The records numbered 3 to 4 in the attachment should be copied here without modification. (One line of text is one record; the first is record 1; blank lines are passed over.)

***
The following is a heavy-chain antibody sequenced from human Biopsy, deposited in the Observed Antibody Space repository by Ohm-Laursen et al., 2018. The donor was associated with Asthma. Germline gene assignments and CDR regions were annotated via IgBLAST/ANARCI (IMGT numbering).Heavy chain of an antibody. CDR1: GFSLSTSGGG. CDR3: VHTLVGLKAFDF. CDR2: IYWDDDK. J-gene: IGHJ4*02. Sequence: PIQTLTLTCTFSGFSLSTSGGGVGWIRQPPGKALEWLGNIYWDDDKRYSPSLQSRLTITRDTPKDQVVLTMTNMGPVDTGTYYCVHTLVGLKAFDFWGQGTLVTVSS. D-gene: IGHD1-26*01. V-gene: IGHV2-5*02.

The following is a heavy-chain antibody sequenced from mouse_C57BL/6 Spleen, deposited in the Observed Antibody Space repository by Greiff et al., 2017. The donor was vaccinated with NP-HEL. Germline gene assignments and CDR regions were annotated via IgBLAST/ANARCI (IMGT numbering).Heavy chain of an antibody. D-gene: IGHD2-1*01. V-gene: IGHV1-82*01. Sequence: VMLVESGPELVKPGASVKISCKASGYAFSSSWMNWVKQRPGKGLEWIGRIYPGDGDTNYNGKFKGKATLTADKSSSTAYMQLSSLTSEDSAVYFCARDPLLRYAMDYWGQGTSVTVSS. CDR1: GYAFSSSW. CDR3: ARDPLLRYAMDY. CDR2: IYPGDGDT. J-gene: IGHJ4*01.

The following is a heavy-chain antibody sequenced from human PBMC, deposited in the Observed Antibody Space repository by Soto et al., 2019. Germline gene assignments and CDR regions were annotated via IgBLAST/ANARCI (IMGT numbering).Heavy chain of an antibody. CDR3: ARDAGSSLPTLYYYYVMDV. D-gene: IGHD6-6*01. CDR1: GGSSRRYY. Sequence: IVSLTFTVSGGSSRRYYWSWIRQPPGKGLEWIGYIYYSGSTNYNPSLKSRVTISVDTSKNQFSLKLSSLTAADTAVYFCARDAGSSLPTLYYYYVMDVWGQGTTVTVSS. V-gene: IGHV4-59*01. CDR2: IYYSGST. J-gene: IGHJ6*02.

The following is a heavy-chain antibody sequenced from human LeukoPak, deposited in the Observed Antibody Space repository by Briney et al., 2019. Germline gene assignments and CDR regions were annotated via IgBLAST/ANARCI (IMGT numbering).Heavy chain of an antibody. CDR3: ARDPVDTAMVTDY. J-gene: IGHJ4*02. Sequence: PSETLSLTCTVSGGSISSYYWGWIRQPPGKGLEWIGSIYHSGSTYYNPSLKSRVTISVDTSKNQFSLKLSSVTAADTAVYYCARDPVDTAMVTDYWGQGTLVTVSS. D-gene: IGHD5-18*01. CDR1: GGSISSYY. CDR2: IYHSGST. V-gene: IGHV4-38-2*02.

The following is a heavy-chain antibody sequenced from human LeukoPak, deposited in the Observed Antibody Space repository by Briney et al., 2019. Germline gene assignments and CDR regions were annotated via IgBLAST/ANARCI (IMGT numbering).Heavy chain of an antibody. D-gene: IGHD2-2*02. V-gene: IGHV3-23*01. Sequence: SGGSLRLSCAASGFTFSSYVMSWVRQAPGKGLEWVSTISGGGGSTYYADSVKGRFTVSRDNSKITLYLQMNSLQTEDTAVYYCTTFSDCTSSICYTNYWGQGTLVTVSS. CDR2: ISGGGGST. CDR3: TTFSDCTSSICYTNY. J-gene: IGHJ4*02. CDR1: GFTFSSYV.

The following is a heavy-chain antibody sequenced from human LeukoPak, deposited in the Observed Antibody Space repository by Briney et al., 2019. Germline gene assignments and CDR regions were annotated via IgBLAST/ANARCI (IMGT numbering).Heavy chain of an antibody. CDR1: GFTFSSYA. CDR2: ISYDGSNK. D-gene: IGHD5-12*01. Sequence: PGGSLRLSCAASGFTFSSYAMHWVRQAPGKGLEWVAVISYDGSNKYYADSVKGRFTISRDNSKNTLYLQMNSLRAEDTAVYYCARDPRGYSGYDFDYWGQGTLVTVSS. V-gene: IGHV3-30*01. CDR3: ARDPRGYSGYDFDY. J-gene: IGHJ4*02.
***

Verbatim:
The following is a heavy-chain antibody sequenced from human PBMC, deposited in the Observed Antibody Space repository by Soto et al., 2019. Germline gene assignments and CDR regions were annotated via IgBLAST/ANARCI (IMGT numbering).Heavy chain of an antibody. CDR3: ARDAGSSLPTLYYYYVMDV. D-gene: IGHD6-6*01. CDR1: GGSSRRYY. Sequence: IVSLTFTVSGGSSRRYYWSWIRQPPGKGLEWIGYIYYSGSTNYNPSLKSRVTISVDTSKNQFSLKLSSLTAADTAVYFCARDAGSSLPTLYYYYVMDVWGQGTTVTVSS. V-gene: IGHV4-59*01. CDR2: IYYSGST. J-gene: IGHJ6*02.

The following is a heavy-chain antibody sequenced from human LeukoPak, deposited in the Observed Antibody Space repository by Briney et al., 2019. Germline gene assignments and CDR regions were annotated via IgBLAST/ANARCI (IMGT numbering).Heavy chain of an antibody. CDR3: ARDPVDTAMVTDY. J-gene: IGHJ4*02. Sequence: PSETLSLTCTVSGGSISSYYWGWIRQPPGKGLEWIGSIYHSGSTYYNPSLKSRVTISVDTSKNQFSLKLSSVTAADTAVYYCARDPVDTAMVTDYWGQGTLVTVSS. D-gene: IGHD5-18*01. CDR1: GGSISSYY. CDR2: IYHSGST. V-gene: IGHV4-38-2*02.